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Tag Archives: Museum of Fine Arts

Last week I talked about the Regency pianofortes I saw at the Museum of Fine Arts in Boston. Here are a few more intriguing items from their collection of musical instruments.

violadamoreMy daughters play violin, so they were wondering about this. It looks like a violin or viola but instead of the usual four strings, it has twelve! It turns out it’s a viola d’amore, which can have twelve or fourteen strings. The top set are played in similar fashion to a regular violin or viola; the lower set vibrates sympathetically.

The viola d’amore was popular in the Baroque period. It probably wasn’t played much during the Regency, except perhaps at Concerts of Ancient Music put on by the London Concert Society (1776-1848).

Here’s the Vivaldi Concerto for viola d’amore and lute with soloists Enrico Onofri and Luca Pianca. The viola d’amore comes in at about 1:10. I love this performance!

lyreguitarThis beautiful instrument is a lyre guitar, circa 1810, clearly showing the classical influence popular during the Regency. The plaque dismissively calls it a “fad” but a Regency heroine could definitely have played one. In this video, John Doan provides a history of the instrument, illustrated with some period portraits. At around 2:50 you can hear him play.

ditalharpThis instrument was labeled the dital harp, circa 1820. I’ve also seen it called a harp/lute. This is another instrument that could have been played by a Regency lady. I was able to find this charming video of Sarah Deere-Jones singing a popular Regency song, “The Last Rose of Summer”, in Regency garb, and accompanying herself with a Regency era harp/lute. Enjoy!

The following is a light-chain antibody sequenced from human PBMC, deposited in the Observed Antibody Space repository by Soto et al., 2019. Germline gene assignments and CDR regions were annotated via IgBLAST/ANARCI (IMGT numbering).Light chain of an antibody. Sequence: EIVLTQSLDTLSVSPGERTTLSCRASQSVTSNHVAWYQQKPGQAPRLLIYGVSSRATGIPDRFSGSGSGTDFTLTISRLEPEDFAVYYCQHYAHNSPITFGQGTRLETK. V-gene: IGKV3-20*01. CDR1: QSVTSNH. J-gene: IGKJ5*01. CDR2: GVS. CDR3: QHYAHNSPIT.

Did any of you know about these instruments before? Do you have any favorite unusual instruments?


Since Amanda is busy moving (hope it’s all going well, Amanda!) I promised to switch days with her. And promptly forgot, in the havoc of getting back from the New Jersey Romance Writers conference and trying to get the family and household back on track!

BroadwoodpianoAnyway, I’m here now. Back in the summer, I had the chance to visit the vast and wonderful Museum of Fine Arts in Boston. There were many highlights to the visit, but an unexpected one was their varied collection of musical instruments. I’ve been meaning to blog about it ever since, but it went onto the back burner as I was finishing Fly with a Rogue and taking my oldest on college visits.

One of the most striking pieces in the collection is this superb grand piano. It was made in 1796 by John Broadwood & Sons for Manual de Godoy, ambassador to King Carlos IV of Spain. The decoration was designed by Thomas Sheraton and the jasperware cameos are by Josiah Wedgewood. I took some pictures of the details. Apologies for the fuzziness, but you can get an idea anyway.














This is certainly the sort of instrument one could imagine in the house of one of our fictional dukes.

squarepianoAt the other end of the room, there was this square piano, made around 1770 in England by Johann Christoph Zume and Gabriel Buntebart. At about 5 octaves, this was the first type of piano to be commercially successful and became very popular. A vicar’s daughter type heroine could have afforded to play a piano like this one.

Here is Vladimir Pleshakov playing Bonifacio Asioli’s 1795 Sonata on a 1795 Broadwood grand. According to the comments, the pianoforte pictured is actually of a later date, unfortunately.

Next week I’ll post about some of the more esoteric instruments in the collection.

Can any of you picture yourselves playing these instruments? I can–in my Regency fantasies!


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